Return to search

First State Super pauses future investments with Blue Sky

The fund, which has invested in water rights and almonds through the Brisbane-based manager, is monitoring the situation due to potential reputational risk.

First State Super has paused future agriculture and water investments with Blue Sky while the manager continues to experience reputational issues, its real assets head told Agri Investor.

Mark Hector, infrastructure and real assets portfolio manager for the A$95 billion ($67 billion; €58 billion) Australian superfund, said its investments have continued to “go well” and are “relatively immune” from the broader problems Blue Sky has faced since the publication of a scathing report by short-seller Glaucus in April.

“The particular individuals we’ve been dealing with [at Blue Sky] are honorable, high-quality individuals. Having said that, when something like that happens to a fund manager, for an organization like ourselves that focuses a lot on reputational risks, obviously we’ve put a pause on future investments with Blue Sky and are watching that space appropriately,” he said.

First State Super has approximately A$350 million invested in agriculture and water, excluding the recently announced A$200-A$250 million investment to acquire 100 percent of independent chicken farmer Proten. The Proten investment has been made through manager Roc Partners.

The superfund invested “a few hundred million dollars” in a water rights portfolio with Blue Sky from April 2015, Hector said, as well as a sale-and-leaseback investment for almond producer Select Harvests in August of that year. The combined investments have generated a net annual return of 12 to 14 percent since inception, a First State Super spokeswoman said.

When asked whether efforts by Blue Sky to restructure the business and restore confidence were having a positive effect, Hector said no ill effects were being felt so far, but added the superfund would consider taking the investments in-house if necessary.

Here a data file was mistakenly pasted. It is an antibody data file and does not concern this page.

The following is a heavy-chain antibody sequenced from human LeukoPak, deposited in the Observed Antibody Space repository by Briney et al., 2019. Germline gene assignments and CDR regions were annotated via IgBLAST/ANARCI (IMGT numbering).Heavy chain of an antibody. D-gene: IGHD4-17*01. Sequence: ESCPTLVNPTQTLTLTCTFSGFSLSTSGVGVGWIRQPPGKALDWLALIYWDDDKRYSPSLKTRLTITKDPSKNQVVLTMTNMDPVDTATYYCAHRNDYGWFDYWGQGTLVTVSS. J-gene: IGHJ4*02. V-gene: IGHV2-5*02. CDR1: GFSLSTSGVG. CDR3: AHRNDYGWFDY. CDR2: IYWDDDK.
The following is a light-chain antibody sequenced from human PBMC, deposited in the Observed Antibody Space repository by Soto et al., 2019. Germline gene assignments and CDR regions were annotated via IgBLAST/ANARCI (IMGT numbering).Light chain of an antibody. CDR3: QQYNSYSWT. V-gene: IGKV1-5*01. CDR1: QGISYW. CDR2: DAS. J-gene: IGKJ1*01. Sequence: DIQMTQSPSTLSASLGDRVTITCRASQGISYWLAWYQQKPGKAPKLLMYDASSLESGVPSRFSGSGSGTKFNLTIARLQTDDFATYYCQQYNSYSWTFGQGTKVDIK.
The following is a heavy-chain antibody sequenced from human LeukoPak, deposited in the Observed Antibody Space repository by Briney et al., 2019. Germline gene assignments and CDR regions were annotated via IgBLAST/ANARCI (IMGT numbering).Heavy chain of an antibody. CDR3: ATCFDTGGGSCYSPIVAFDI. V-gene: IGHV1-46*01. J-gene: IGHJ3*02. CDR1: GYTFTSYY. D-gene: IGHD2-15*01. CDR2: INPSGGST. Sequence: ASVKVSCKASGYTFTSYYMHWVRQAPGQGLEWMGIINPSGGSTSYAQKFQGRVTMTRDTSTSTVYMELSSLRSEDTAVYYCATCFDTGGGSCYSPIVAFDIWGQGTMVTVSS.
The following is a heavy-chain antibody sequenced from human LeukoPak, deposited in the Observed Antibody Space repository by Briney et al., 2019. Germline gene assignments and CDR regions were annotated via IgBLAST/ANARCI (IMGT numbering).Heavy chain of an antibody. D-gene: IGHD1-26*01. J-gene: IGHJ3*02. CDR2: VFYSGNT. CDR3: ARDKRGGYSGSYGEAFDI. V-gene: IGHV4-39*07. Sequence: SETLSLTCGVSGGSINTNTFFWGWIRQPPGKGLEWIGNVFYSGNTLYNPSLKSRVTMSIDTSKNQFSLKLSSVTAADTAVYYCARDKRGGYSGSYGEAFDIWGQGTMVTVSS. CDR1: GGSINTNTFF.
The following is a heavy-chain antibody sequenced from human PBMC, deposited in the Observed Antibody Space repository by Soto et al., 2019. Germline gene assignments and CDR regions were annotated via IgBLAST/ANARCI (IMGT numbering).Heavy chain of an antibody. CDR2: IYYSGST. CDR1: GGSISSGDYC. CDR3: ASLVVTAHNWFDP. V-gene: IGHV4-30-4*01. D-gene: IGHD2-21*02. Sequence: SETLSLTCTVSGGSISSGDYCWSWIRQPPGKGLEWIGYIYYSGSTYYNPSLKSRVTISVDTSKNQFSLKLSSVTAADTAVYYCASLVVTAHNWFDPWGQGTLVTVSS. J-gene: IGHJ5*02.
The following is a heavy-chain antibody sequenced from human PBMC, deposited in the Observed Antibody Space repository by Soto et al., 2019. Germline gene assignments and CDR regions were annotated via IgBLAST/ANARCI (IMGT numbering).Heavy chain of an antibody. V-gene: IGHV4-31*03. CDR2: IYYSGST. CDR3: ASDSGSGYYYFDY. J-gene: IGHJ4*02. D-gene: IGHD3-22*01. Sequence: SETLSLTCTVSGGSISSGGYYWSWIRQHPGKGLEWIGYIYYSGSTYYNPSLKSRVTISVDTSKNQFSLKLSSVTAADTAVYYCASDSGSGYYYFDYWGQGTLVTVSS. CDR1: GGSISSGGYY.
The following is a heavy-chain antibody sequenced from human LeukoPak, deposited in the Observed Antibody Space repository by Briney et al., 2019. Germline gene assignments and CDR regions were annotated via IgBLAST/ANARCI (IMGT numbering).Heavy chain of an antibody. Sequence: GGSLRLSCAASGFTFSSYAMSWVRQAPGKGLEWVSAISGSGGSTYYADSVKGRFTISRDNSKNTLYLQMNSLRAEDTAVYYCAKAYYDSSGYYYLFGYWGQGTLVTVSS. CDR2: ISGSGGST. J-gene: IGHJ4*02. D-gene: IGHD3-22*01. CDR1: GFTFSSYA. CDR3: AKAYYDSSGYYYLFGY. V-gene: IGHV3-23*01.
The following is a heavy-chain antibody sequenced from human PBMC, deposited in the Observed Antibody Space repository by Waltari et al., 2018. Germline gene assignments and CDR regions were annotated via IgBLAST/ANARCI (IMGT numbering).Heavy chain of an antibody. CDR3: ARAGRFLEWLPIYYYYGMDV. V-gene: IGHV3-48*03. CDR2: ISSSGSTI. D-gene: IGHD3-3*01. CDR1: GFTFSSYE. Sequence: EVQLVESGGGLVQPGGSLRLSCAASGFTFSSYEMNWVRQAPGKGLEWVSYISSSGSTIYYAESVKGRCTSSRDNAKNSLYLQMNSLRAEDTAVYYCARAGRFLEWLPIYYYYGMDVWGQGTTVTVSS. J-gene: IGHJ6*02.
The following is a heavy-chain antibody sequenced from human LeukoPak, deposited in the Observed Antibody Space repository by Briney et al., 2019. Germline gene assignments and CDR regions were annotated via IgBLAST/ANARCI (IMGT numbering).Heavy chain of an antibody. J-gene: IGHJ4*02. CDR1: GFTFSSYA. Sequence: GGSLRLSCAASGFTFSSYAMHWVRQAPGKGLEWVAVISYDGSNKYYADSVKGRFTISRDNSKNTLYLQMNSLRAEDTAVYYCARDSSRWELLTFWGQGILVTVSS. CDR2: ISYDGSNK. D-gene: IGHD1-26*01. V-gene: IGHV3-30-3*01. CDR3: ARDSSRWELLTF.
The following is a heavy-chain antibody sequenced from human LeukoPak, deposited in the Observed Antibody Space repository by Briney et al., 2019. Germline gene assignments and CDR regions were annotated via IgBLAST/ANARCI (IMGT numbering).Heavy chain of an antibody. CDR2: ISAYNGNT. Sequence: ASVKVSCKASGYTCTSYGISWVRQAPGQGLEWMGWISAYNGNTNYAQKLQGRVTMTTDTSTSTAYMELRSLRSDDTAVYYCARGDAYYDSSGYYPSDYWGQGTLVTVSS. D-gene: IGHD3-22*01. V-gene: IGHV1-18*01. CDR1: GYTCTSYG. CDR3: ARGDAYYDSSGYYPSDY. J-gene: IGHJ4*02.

“At this stage, we’re not seeing material adverse benefits to the existing portfolio that we’ve acquired under those guys through both the water rights and Select Harvests,” he said.

“In a dire scenario where Blue Sky was no longer able to manage those, we’ve at least got those investments in the ground, and we’re confident that if we needed to change managers or manage those internally, there are those alternatives.”

Hector said agriculture and water were a “good diversifier” to other traditional infrastructure asset classes and he felt First State Super had a “first-mover advantage” among domestic superfunds in Australian ag.

“It is quite a fragmented industry – you don’t see all of the same players that you do in the traditional infrastructure space. There’s a lot of smaller deals within ag, so in terms of making pure direct [investments] that’s more challenging,” he said.

First State Super’s A$95 billion of total assets under management includes about A$20 million from State Plus, the financial planning business it acquired in 2016. Of the A$75 billion of ‘pure’ First State Super money, around A$2.5 billion is invested in infrastructure and real assets.

That figure excludes almost A$1.3 billion of equity that will go towards the superfund’s purchase of 100 percent of Victoria’s land titles business, the largest equity cheque the fund has ever written for a single direct deal in any asset class.